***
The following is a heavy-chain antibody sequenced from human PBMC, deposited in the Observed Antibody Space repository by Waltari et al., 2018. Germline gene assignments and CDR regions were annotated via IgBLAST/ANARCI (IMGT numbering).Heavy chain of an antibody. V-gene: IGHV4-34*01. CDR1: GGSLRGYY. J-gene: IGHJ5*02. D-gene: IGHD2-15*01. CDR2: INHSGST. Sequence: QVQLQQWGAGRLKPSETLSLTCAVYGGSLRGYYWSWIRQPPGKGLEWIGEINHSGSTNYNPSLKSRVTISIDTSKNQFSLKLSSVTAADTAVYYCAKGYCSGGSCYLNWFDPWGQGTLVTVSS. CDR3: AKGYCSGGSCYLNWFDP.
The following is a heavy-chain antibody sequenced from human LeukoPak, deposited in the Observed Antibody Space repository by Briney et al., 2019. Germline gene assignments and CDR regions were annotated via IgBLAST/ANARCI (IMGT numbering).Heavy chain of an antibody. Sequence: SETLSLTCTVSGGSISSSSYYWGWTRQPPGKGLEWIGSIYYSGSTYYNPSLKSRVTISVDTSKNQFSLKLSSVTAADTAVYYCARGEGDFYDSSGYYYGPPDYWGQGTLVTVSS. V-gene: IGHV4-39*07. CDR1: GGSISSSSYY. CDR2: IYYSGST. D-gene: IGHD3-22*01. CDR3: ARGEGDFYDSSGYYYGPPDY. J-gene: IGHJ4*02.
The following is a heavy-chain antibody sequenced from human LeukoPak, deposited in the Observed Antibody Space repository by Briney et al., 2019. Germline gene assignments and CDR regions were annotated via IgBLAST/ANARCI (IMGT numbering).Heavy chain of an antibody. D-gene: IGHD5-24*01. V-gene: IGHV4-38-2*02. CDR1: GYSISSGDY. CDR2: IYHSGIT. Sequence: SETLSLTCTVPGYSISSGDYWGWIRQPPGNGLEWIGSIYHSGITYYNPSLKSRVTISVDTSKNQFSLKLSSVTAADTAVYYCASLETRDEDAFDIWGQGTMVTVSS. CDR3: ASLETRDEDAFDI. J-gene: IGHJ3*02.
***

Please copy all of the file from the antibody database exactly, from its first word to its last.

The following is a heavy-chain antibody sequenced from human PBMC, deposited in the Observed Antibody Space repository by Waltari et al., 2018. Germline gene assignments and CDR regions were annotated via IgBLAST/ANARCI (IMGT numbering).Heavy chain of an antibody. V-gene: IGHV4-34*01. CDR1: GGSLRGYY. J-gene: IGHJ5*02. D-gene: IGHD2-15*01. CDR2: INHSGST. Sequence: QVQLQQWGAGRLKPSETLSLTCAVYGGSLRGYYWSWIRQPPGKGLEWIGEINHSGSTNYNPSLKSRVTISIDTSKNQFSLKLSSVTAADTAVYYCAKGYCSGGSCYLNWFDPWGQGTLVTVSS. CDR3: AKGYCSGGSCYLNWFDP.
The following is a heavy-chain antibody sequenced from human LeukoPak, deposited in the Observed Antibody Space repository by Briney et al., 2019. Germline gene assignments and CDR regions were annotated via IgBLAST/ANARCI (IMGT numbering).Heavy chain of an antibody. Sequence: SETLSLTCTVSGGSISSSSYYWGWTRQPPGKGLEWIGSIYYSGSTYYNPSLKSRVTISVDTSKNQFSLKLSSVTAADTAVYYCARGEGDFYDSSGYYYGPPDYWGQGTLVTVSS. V-gene: IGHV4-39*07. CDR1: GGSISSSSYY. CDR2: IYYSGST. D-gene: IGHD3-22*01. CDR3: ARGEGDFYDSSGYYYGPPDY. J-gene: IGHJ4*02.
The following is a heavy-chain antibody sequenced from human LeukoPak, deposited in the Observed Antibody Space repository by Briney et al., 2019. Germline gene assignments and CDR regions were annotated via IgBLAST/ANARCI (IMGT numbering).Heavy chain of an antibody. D-gene: IGHD5-24*01. V-gene: IGHV4-38-2*02. CDR1: GYSISSGDY. CDR2: IYHSGIT. Sequence: SETLSLTCTVPGYSISSGDYWGWIRQPPGNGLEWIGSIYHSGITYYNPSLKSRVTISVDTSKNQFSLKLSSVTAADTAVYYCASLETRDEDAFDIWGQGTMVTVSS. CDR3: ASLETRDEDAFDI. J-gene: IGHJ3*02.